Invaders Threaten our Trees

By Kathy Kostadisease0315

We call them invasive species. The invaders, new pests and diseases that can kill our trees, are headed our way. Some have already arrived.

Invasive species, a hot topic across the nation and even across the continents, are a real and immediate threat to our landscapes and our forests. Insects and diseases are killing trees in other parts of the country and they could easily be moved to the west.

Many of the most serious threats are diseases that are transmitted (vectored) by insects such as the Asian citrus psyllid which carries the deadly citrus disease, Huanglongbing (aka citrus greening) or the deadly tree disease laurel wilt, vectored by a beetle that bores into the tree. Some other deadly tree pests, such as emerald ash borer or Asian longhorn beetle, do not introduce a pathogen, but kill the trees none the less.

Many of these threats are known to be moved from one location to another in firewood and in wood used in wood carving or other wood crafts. (Commercially available lumber, heat and or pressure treated with the bark removed is usually not a threat.) The most recent evidence of this type of movement of a deadly insect pest was the discovery of emerald ash borer killing trees in Colorado, a major jump from the eastern states where it is known to be established. Live plants, infested with insect pests or infected with plant disease, are another common means to move a problem long distances.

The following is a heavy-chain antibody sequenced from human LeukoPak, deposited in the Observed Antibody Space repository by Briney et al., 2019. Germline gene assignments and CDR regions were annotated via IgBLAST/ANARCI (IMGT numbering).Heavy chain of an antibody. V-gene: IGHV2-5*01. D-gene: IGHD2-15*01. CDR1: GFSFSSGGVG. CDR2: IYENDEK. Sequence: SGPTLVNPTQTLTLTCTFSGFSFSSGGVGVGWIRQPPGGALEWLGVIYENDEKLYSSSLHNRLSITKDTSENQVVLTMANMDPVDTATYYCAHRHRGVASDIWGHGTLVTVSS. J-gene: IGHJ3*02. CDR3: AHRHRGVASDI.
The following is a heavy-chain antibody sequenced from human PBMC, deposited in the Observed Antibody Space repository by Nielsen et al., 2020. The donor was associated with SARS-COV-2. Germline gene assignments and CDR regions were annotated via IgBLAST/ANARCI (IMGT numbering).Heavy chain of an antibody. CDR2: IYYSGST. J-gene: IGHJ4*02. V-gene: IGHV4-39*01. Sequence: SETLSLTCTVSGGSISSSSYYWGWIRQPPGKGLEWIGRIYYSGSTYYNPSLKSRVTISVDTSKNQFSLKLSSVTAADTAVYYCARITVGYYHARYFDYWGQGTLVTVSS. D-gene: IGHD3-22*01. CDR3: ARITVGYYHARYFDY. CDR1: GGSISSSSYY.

It is hard to say which of these threats is the worst, as all of them can be lethal, therefore each could top the list of pests and diseases we should be watching for and will make every effort to keep out.

Laurel Wilt, caused by the fungus Raffaela lauricola which is carried by the redbay ambrosia beetle (Xyleborus glabratu), was discovered in 2002 to be killing redbay trees (Persea  borbonia) in the forests of Georgia. In 2007, it was found Florida. Unfortunately, a wood carver visiting Georgia took a large piece of the beautiful hardwood redbay to his home in Florida. Within two years he noticed his avocado tree was dying; it was diagnosed with the laurel wilt pathogen. Research has since demonstrated that a mature avocado tree can completely die within six weeks of being infected with the fungus. The disease now threatens the avocado groves in Florida and could easily be moved westward in infested firewood.

Huanglongbing, known in Florida as citrus greening (vectored by the Asian citrus psyllid), is a deadly bacterial disease of most all citrus varieties. Once the pathogen is acquired by the psyllid it will transmit the disease for the rest of it life, each time it feeds on a tree. Once the tree in infected with the pathogen, it can die within five years while the fruit becomes unpalatable and early fruit drop occurs. The disease can also be transmitted through grafting, making it critically important to insure the source of budwood and nursery stock is certified free from diseases.

Some diseases and pests have worked their way into our landscapes and forests already, despite efforts to keep them out. In many cases of late, pathogens have been found that were not on anyone’s radar at all; total surprises that are new and undescribed. It is difficult to point to one reason for these new discoveries, but it is generally agreed upon that the increased global movement of plant materials through traditional pathways and the new pathways provided by the internet are a major factor.